Over the past several decades, neurostimulation techniques such as transcranial direct current stimulation (tDCS) have gradually gained favour in the public eye. In a new report, published yesterday in the prestigious scientific journal Neuron, IRCM ethics experts raise important questions about the rising tide of tDCS coverage in the media, while regulatory action is lacking and ethical issues need to be addressed.
TDCS is a non-invasive form of neurostimulation, in which constant, low current is delivered directly to areas of the brain using small electrodes. Originally developed to help patients with brain injuries such as strokes, tDCS is now also used to enhance language and mathematical ability, attention span, problem solving, memory, coordination, and even gaming skills. Recently, states the report, tDCS has caused excitement in the lay public and academia as a ‘‘portable, painless, inexpensive and safe’’ therapeutic and enhancement device.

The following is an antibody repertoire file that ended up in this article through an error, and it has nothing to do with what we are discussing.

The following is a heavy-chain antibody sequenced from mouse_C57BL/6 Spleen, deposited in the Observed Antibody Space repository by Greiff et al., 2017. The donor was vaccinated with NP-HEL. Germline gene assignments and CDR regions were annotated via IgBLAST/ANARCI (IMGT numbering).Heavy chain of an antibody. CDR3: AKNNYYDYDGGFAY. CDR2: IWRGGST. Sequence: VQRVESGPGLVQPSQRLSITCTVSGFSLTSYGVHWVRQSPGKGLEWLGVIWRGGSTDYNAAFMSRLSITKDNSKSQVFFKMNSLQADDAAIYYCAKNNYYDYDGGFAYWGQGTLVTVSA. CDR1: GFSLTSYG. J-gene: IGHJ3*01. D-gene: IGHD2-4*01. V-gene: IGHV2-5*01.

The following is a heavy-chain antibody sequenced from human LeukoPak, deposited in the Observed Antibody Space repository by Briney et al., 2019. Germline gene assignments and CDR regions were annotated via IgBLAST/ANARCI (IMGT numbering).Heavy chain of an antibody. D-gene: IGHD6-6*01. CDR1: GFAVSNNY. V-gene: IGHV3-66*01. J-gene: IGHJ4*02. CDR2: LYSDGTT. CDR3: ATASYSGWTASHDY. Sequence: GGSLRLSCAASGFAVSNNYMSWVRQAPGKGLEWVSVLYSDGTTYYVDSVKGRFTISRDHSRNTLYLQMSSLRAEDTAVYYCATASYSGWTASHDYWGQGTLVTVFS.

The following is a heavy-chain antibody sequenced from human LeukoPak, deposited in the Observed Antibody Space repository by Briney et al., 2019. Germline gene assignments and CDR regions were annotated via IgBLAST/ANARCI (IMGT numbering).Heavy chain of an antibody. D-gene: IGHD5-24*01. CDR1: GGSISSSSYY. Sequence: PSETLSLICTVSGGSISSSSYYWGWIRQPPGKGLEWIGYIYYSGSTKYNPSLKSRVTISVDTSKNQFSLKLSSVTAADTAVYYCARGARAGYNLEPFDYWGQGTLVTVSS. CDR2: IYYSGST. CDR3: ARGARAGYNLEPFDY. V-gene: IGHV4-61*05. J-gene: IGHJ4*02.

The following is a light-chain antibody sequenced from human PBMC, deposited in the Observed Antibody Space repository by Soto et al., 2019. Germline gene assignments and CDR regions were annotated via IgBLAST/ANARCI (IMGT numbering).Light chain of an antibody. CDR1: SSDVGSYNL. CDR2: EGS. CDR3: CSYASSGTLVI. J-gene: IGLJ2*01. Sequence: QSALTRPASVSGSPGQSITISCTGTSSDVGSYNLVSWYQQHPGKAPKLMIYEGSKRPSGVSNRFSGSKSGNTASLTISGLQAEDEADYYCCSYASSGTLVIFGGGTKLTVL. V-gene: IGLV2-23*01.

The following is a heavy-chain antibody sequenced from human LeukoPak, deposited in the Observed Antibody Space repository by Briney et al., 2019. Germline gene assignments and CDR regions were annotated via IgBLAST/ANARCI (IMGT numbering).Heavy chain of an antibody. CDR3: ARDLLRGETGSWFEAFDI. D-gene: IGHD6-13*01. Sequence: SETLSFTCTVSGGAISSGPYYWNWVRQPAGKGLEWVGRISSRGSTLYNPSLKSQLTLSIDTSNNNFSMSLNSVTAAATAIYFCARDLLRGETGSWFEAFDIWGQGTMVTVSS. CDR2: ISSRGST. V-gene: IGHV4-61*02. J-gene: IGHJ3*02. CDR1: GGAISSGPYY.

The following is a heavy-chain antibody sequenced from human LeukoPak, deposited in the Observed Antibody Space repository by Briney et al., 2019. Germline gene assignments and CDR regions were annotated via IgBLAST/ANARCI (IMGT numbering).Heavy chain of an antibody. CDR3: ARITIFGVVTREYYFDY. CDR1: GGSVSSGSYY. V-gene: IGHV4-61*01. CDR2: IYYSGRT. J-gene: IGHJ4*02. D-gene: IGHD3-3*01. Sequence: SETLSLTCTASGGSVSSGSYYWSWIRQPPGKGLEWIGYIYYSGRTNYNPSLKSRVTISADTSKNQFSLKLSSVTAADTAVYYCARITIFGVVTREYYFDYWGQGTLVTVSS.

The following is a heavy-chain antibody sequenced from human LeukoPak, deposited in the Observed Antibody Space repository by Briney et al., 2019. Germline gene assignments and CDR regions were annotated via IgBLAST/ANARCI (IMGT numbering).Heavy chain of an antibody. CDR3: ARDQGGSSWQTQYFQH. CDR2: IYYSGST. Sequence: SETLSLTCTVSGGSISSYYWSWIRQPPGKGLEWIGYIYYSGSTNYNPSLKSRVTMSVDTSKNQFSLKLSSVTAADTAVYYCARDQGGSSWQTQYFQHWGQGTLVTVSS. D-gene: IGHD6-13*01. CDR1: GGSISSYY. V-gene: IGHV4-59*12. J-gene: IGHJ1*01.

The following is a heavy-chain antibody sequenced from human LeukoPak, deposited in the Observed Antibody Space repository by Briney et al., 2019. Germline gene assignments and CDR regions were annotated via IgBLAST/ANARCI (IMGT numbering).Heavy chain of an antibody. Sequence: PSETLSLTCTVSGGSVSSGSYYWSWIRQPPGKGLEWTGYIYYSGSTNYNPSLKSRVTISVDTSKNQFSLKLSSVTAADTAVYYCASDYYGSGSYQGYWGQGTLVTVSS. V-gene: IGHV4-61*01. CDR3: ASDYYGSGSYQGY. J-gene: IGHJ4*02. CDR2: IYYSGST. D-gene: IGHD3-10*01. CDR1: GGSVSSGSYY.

“Despite these claims, the effects of tDCS are hard to predict,” explains Eric Racine, PhD, Director of the Neuroethics research unit at the IRCM, Adjunct Professor in the Department of Medicine (Division of Experimental Medicine) and the Department of Neurology and Neurosurgery at McGill University and an affiliate member of the Biomedical Ethics Unit at McGill University, who supervised the research project. “The safety and efficacy of tDCS have only been demonstrated in controlled laboratory settings and, without supervision, the use of tDCS for enhancement might cause serious adverse effects such as temporary respiratory paralysis.”
May 22, 2014